A couple of weeks back we took a little culture trip to London and visited some exhibitions which will be well worth your time, and as an added bonus all of the shows are free.
The first one, a retrospective on British photographer Paul Graham at the Whitechapel Gallery closes on the 19th June, which is this Sunday. It is a huge collection of his work and as this photographer has played a incredibly influential role in shaping photography in Britain we really recommend you make it along before it closes.
Paul’s work takes a unflinching look at life with subjects as diverse as dole offices in the 80′s from the work “Beyond Caring” and the ‘great’ route of the A1. This is the first major retrospective of his work, and also includes his more recent images made in America for “A Shimmer of Possibility”. The standard of printing alone is worth a visit, as is the reproduction of the sheer poverty and desperation of 80′s England, and the troubles in Northern Ireland, before the beauty of some of his later work. The overexposed series American Night definitely take on a very different meaning in a gallery, where as in a book they just don’t translate at all- somehow on this scale they do appear to hurt the eye in the way the sun in the Southern states can, and not, as in the book, just give the impression of bad printing.
Paul Graham, New Orleans (Cajun corner), from the series Shimmer of Possibility
Paul Graham Texas, 2005, (Pepsi Walkers), from the series A Shimmer of Possibility
Guardian Interview with Paul Graham. and this Guardian link is worth it just for the comments alone.
As always the fantastic site American Suburb X has a wealth of good content on Paul Graham’s work, here
Also currently on show at Tate Modern is a room dedicated to the prints of Diane Arbus. The 2005 Revelations at the V+A, was undoubtedly the most inspiring expo that we have been to see and although the Tate Modern expo is much smaller in scale it still shows some of Arbus’ finest work as well as a chance again to see her prints up close, they really have a different depth and resonance to them as opposed to when viewed in a book or onscreen. Photography should after all be about prints, and take this chance to go and see some brilliant work.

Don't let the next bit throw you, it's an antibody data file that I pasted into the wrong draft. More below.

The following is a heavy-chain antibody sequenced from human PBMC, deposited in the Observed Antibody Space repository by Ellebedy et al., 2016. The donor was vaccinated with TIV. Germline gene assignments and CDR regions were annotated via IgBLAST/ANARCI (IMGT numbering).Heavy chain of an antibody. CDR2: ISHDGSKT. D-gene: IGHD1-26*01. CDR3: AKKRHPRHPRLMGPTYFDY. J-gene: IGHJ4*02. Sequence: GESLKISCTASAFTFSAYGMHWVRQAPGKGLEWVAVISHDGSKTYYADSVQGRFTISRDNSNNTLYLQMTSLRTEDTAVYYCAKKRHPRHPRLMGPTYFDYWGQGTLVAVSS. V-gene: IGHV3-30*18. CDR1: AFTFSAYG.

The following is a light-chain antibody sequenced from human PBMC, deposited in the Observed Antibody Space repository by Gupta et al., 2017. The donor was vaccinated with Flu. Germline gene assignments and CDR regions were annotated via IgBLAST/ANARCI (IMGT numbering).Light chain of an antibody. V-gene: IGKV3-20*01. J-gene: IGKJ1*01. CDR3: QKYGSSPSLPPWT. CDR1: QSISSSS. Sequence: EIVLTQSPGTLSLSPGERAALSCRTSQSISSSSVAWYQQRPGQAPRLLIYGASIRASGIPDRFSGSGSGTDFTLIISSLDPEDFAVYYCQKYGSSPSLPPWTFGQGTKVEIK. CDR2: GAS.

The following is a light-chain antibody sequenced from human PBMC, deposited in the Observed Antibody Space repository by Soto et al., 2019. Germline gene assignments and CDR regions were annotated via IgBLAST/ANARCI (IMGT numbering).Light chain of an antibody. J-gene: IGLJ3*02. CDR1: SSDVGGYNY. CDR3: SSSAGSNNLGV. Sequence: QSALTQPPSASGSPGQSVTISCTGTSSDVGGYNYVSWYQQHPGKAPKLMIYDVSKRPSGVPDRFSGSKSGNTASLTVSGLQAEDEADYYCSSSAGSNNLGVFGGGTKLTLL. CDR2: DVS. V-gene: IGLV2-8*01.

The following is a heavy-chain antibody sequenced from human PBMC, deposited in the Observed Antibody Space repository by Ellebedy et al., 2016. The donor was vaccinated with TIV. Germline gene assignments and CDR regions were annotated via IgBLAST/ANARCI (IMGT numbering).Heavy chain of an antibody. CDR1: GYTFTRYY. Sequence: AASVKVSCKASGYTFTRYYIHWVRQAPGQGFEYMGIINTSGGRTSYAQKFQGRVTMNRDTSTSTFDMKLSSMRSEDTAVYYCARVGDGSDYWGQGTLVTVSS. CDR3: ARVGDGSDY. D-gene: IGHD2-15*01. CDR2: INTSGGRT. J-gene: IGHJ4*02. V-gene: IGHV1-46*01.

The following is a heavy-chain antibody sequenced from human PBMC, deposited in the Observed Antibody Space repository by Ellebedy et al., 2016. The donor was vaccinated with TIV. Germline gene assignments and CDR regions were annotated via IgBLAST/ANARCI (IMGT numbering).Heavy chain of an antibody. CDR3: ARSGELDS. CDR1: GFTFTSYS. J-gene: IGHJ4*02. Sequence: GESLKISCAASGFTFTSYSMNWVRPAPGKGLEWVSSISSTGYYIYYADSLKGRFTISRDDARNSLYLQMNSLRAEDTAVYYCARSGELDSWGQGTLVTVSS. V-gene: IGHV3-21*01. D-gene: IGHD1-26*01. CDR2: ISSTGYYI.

Diane Arbus Teenage couple on Hudson Street, NYC, 1963
Arbus essays and further reading on American SuburbX
Finally, but by no means lesser than the other two, is Roid at Spruth Magers an exhibition of over 100 previously unseen Polaroids by Philip-Lorca Dicorcia read Press release here again please note this closes for the final time on Sat 18th June.
Dicorcia is one of the masters of turning the built environment into his studio, in his hands the streets become theatre and with his lighting flourishes he heightens drama and converts ‘real people’ into momentary actors whose narrative we can only guess at.
Further reading on Dicorcia on American SuburbX
So there’s a quick round up, we haven’t reviewed the work, but theres a wealth of information in the links included, and 3 very different exhibitions of work on an extremely varied scale and subject matter, presented in three contrasting ways. If this doesn’t leave you walking away inspired about photography after at least one of the three then we suggest putting down the camera for a long long time. Hope you enjoy it as much as we did. Oh and a word of caution Do Not Enter the bookshop (it will leave you with a very empty wallet) and we can heartily recommend some well deserved Beer and BBQ afterwards, you can, after all, have too much culture in one day….